Bouncing Back

Can we at last peek out from under the covers and think about ending the shutdown and getting on with life and business? I certainly hope so! A few businesses are beginning to reopen, depending on local regulations, Apple, Microsoft and Panera Restaurants among them. The definition of reopening may be limited but a few small steps are being taken and more will join in soon.

In reality, Freelance consultants did not so much close down but either ceased or continued operations according to what clients were doing. Some of my clients temporarily closed because they could no longer function, as was the case with a well-known arts organization. Their twice-a-month live events abruptly ended and were last held in February.

Might local officials allow the group to reopen in September? When will their audience feel comfortable to return? Might the organization regain full capacity by Spring 2021?

Most of us intuitively know that a “new normal” is ahead of us and we don’t yet know what it will mean for business, whether our clients’ or our own. Resilience will be among the most valuable resources we Freelancers can bring to bear and we must call it up from within ourselves and learn how to apply it.

Honor your feelings

Are you frightened by the potential outcome of the shutdown, which is unprecedented in the history of the U.S. if not the world? Do you wonder if your Freelance entity will survive and how you’ll be able to support yourself if it collapses?

Being deeply concerned about the future viability of what you’ve built and its ability to sustain you in even the near term is only natural in light of what the national economy has been through. Whatever you’re feeling is normal for you. Acknowledge and own your emotions.

The only thing we cannot do is become paralyzed by fear. We are compelled to move forward because life demands it and our clients expect it. Constructive action is required and to fulfill expectations—-remember that meeting or exceeding expectations is the core of consulting—-Freelancers must tap into and magnify our ability to recover from setbacks.

Share your feelings with peers and mentors

Selectively share your worries and doubts, questions and potential answers, with those whom you trust and respect. Fear is a widely experienced emotion these days and you will find yourself in good company. Talking with others will make you feel supported and will give you the confidence to recognize and act on solutions and opportunities that will help you get back on your feet.

Get perspective

I grew up hearing my parents, aunts and uncles tell moving stories about the 50 year long polio epidemic which took a devastating toll on many countries. I heard about children being confined to the iron lung. I saw polio survivors, and be aware that the fatality rate far exceeded that of COVID-19 no matter how much the media plays it up, and the outcome was not pretty.

Polio nearly always severely crippled those that it did not kill. BTW, everyone went to work or school and the only social distancing that occurred was when my grandparents every so often would not allow my (eventual) parents and their siblings go to the movies or otherwise be in crowds.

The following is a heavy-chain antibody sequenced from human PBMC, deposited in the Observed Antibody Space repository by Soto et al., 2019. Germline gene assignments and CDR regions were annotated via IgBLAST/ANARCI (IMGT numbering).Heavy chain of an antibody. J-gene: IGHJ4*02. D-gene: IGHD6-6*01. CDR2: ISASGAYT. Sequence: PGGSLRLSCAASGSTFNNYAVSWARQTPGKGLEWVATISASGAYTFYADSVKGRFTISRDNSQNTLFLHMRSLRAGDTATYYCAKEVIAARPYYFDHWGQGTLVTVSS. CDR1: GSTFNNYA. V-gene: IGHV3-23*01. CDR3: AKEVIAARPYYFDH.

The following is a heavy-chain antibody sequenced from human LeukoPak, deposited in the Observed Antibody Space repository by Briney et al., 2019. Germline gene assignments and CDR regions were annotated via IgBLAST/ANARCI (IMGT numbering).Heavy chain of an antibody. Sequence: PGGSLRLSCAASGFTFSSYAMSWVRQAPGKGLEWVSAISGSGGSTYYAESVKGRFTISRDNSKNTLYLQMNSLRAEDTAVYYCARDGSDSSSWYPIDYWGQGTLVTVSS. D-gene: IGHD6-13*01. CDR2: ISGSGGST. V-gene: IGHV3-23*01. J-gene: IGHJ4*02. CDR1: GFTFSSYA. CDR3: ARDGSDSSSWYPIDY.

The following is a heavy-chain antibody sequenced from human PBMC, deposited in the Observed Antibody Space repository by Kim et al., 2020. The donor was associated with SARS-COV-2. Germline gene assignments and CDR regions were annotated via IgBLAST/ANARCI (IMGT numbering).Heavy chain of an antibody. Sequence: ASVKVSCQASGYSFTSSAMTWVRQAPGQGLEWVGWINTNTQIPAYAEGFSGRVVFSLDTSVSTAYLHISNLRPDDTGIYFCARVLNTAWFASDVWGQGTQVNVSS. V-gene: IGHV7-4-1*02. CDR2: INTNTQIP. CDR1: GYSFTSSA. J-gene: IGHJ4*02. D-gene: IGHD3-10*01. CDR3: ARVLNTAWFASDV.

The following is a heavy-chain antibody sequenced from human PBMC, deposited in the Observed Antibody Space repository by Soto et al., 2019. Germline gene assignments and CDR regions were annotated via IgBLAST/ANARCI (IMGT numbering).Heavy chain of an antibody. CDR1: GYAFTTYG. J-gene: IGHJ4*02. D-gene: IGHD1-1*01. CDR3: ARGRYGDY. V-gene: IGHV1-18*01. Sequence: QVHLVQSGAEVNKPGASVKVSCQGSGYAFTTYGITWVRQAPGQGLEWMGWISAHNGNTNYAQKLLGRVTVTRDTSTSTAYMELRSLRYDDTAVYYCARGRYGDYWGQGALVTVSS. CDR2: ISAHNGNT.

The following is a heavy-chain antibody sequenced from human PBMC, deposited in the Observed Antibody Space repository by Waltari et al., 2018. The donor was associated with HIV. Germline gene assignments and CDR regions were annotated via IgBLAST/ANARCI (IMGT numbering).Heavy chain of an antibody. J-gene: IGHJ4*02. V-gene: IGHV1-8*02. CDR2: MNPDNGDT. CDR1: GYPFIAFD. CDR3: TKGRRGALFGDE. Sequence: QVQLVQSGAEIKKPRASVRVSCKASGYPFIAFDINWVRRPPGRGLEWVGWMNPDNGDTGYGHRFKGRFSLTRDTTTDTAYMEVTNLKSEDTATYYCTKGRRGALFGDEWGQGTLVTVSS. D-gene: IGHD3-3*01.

I was myself in business during the 2009 Great Recession and I suffered. But failure was not an option. I found an under the radar, low wage part time job to help cash-flow and stayed on a rebuilding course.

I continued to post these columns weekly and found another site to post them on as well. In two years, my posts were featured on a national (and now international) digital publication whose target readers are female entrepreneurs and that gave me a nice title and a little money. I was resilient and you can do the same.

Prioritize

As I think about it, the most important thing that Freelancers can do to rebuild is to reestablish the trust, dependability and empathy that our clients need to know are present before they’re comfortable doing business with us again.

When a client who has recently reopened reaches out to you, rather than just trading emails why not suggest a meeting over lunch or morning coffee to set the stage for a real connection? Offer to meet them at a convenient restaurant, or arrange to bring in some food and drink (you’ll pick up the tab, of course).

Now you can discuss what it appears the new normal could mean for your client and his/ her relationship with their clients and how recalibrated expectations will impact what will be needed from you. Articulate your awareness of the fact that so much has changed thanks to the shutdown and your willingness to be creative, flexible and resourceful in formulating solutions that will position your client to regain, if not improve, market position.

Model resiliency in your thoughts and actions

Yesterday evening, I received an email from a woman who was born to a prosperous family, has a part-time grant sponsored job at an influential global not-for-profit organization and a good and talented husband. Yet, she sought me out for some apparently much-needed encouragement. What is so funny is that I’m just a Freelancer, unmarried and not well-connected, who’s trying to maintain middle class solvency in America. Still, this very affluent woman, who I love talking to BTW, calls me when she needs a little hand-holding.

In other words, I do what I can to bring resilience into my life and I’m willing to share the resource with friends and colleagues to help them sort things out when they need. On a regular basis I also practice self- replenishing rituals to keep my physical strength and positive mental energy flowing because burnout will make it all come crashing down. I encourage you to think about your own resilience, how you can strengthen and expand it and share it when necessary.

Thanks for reading,

Kim

Photograph: Panera restaurants are reopening for takeout only. This one is on Huntington Avenue near Symphony Hall.

Surviving Rejection—Lemons to Lemonade

“To be, or not to be—that is the question. Whether ’tis nobler in the mind to suffer the slings and arrows of outrageous fortune, or to take arms against a sea of troubles and, by opposing, end them?”   Hamlet (William Shakespeare), Act III, Scene 1

Shakespeare understood so much about the problems and pleasures of life. I suppose that explains why, 400 years after he died (1564 – 1616), he remains the best-selling fiction author of all time, with an estimated four billion copies of his works sold (Wikipedia).  Shakespeare knew that life is about learning and sometimes the lessons presented to us are, or seem, harsh.

He understood that in order to build a satisfying life, we must learn to become ethical, wise and compassionate humans who are also equipped to take good care of ourselves and our families and manage to be good company along the way.  In his sonnets and plays, he showed us that resourcefulness and resilience, good judgment and good humor will help us to find the courage to face up to our faults and fears and learn how to overcome obstacles and disappointments.